Yesterday I wrote about a patron at our library who checked in both Christian, and, what my mother would term, “occult” books. Today in light of my reading the Harry Potter series, which my mother definitely would consider “occult,” and my regular (not so regular lately) reading of the Liturgy of the Hours, I thought I’d write in a slightly more serious vein about reading books that are, or seem to be, contrary to your own beliefs or world view.
I went to a Christian liberal arts college, emphasis not on “Christian liberal,” but emphasis on “Christian.” My college roommate, though, read The Satanic Bible, not because he was trying to become a Satanist, but because he wanted to understand more about Satanism than he did. I now know a blogger whose blog I regularly read who is making his way through Capital by Karl Marx. “Does reading Capital make one a Marxist?,” Jeremy asked himself and his readers in one recent post.
Myself, I have a book on my shelves that my mother considers “occult.” It’s by Emanuel Swedenborg. I had a great-great uncle who was a Swedenborgian, and he had a box of Swedenborg’s books that my parents once had in the basement of our house. I say “once had” because my parents said they felt they were evil and burned the box of books. Whenever I bring up the subject with my parents, once every few years — mostly explaining that I feel it is wrong to burn books under any circumstances — they get angry and say that I don’t understand because I wasn’t there and didn’t “feel” the evil that was emanating from the books. So when I later saw the book by Swedenborg at a book sale, I immediately decided to pick up.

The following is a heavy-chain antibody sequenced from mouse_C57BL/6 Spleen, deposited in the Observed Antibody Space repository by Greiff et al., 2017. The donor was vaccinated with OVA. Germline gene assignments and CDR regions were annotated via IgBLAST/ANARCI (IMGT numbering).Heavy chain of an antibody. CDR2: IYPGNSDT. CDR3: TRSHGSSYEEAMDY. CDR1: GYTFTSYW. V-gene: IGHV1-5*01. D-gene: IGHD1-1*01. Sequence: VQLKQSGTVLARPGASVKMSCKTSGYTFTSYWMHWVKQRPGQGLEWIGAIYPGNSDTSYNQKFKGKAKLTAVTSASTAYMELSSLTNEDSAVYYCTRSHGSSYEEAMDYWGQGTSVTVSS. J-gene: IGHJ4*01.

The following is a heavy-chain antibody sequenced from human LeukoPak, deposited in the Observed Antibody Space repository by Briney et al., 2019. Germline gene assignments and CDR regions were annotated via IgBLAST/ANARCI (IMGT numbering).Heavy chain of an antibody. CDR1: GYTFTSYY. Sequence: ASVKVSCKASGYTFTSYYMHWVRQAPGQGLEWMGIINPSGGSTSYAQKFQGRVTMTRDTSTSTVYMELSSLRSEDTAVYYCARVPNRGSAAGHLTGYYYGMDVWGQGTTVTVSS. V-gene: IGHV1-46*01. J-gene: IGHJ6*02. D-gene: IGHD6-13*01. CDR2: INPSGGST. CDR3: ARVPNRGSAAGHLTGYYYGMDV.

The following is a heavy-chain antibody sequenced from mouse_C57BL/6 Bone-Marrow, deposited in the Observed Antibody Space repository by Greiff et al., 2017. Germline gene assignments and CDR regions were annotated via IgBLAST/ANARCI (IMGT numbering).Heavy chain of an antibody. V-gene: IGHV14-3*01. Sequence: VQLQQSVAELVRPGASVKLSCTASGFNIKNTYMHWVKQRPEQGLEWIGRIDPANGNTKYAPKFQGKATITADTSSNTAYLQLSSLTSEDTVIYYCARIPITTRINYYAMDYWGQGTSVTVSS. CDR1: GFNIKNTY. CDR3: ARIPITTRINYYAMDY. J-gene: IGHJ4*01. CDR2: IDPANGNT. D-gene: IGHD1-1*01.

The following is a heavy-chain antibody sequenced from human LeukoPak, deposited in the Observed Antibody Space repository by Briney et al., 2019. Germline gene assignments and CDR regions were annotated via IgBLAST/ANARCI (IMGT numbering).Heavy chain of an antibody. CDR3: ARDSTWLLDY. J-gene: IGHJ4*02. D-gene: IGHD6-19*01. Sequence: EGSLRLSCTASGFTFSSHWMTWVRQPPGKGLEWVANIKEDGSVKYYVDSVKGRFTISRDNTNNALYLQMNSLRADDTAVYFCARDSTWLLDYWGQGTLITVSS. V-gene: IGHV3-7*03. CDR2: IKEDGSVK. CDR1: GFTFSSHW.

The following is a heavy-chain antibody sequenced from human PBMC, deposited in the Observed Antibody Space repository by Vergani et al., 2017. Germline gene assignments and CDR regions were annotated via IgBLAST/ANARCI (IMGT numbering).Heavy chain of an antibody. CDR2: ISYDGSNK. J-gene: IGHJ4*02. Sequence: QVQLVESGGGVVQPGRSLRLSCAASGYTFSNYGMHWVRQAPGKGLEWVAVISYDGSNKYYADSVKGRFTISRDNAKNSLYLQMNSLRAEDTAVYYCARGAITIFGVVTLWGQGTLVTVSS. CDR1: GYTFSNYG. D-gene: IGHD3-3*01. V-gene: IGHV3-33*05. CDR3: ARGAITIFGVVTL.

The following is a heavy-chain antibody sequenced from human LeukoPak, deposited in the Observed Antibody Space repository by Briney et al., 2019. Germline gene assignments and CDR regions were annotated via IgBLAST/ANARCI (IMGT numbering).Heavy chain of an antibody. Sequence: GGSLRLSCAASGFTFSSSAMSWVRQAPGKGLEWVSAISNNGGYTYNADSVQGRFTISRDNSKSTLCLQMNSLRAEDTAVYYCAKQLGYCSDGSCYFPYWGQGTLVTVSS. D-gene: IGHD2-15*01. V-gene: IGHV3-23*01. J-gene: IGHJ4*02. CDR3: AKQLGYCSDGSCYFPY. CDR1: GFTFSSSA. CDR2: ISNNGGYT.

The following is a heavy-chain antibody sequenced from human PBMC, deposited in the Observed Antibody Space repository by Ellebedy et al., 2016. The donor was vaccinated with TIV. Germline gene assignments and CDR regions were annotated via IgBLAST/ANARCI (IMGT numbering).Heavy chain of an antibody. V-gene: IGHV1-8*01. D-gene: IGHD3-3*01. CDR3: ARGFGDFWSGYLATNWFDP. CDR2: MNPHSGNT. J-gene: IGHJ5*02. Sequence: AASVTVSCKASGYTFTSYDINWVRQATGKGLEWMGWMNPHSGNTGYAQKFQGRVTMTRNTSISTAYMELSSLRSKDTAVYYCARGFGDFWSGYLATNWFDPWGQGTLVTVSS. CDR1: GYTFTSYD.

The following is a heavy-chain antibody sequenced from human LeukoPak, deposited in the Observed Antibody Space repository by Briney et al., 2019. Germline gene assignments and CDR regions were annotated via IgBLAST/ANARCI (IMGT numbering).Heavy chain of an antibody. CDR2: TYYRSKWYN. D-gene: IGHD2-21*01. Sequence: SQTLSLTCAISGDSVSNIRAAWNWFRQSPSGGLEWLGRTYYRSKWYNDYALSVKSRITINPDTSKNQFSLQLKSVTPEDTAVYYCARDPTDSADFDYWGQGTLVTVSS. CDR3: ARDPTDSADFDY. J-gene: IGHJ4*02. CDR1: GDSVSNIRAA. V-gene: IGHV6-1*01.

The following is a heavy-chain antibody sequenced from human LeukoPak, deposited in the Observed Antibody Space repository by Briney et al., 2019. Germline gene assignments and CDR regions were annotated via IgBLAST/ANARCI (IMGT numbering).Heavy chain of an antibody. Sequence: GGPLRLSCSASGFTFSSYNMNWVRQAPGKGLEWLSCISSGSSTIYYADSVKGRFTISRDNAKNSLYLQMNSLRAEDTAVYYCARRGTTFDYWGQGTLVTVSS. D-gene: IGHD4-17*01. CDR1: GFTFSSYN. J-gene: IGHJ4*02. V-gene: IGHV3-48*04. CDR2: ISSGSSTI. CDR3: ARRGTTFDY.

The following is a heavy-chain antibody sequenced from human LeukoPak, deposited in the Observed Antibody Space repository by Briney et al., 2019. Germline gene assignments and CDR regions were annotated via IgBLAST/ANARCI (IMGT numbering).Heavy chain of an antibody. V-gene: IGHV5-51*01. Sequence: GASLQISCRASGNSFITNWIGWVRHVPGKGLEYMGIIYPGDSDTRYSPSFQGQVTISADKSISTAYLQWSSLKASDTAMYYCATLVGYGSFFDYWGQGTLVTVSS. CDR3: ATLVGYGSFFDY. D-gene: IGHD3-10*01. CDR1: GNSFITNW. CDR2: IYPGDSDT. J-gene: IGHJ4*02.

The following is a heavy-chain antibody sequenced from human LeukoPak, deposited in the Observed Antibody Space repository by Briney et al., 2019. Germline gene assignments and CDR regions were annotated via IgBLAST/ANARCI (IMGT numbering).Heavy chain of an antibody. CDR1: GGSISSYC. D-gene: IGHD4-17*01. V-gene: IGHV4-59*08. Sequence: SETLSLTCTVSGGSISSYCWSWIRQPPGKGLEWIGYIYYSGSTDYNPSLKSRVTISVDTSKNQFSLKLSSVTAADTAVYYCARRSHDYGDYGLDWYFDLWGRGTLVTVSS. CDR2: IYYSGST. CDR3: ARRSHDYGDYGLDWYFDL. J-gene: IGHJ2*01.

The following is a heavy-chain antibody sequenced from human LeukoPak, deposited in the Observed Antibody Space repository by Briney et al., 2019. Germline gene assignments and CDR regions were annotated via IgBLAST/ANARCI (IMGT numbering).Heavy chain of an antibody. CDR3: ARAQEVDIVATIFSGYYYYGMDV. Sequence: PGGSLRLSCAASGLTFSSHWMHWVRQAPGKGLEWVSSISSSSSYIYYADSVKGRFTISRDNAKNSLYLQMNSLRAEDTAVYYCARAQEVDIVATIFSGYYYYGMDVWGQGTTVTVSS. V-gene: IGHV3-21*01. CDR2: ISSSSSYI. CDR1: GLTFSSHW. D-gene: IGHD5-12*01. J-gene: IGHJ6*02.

Have I read it? No, but not because I think it is evil. In fact, the reason I have kept it in my collection is because I don’t think it is evil — and also because I am curious about what my great-great uncle’s fascination was with Swedenborg. What attracted him to Swedenborg’s philosophy? Some day I will read it to find out about Swedenborg — and maybe about my great-great uncle too.
I also have a copy of The Clansman by Thomas Dixon Jr., which was the basis for the movie The Birth of A Nation. I haven’t read it either, but some day I’d like to read it.
So bottom line: No, I really haven’t read any books that are contrary to my world to my world view or beliefs, because –despite what some might think of Harry Potter — I don’t think that the series is contrary to my beliefs. However, I do have some books on my shelves that I believe probably are contrary to my beliefs and I still would like to read them eventually.
How about you? What do you think of reading books contrary to your world view or beliefs? Have you read any? What did you learn from them, if anything?
Author’s Note: Please don’t get the wrong idea about my parents. They both are lovely people and don’t go around burning books as a habit. It’s just on this one matter — well, and a couple of others, including politics — that we have to agree to disagree.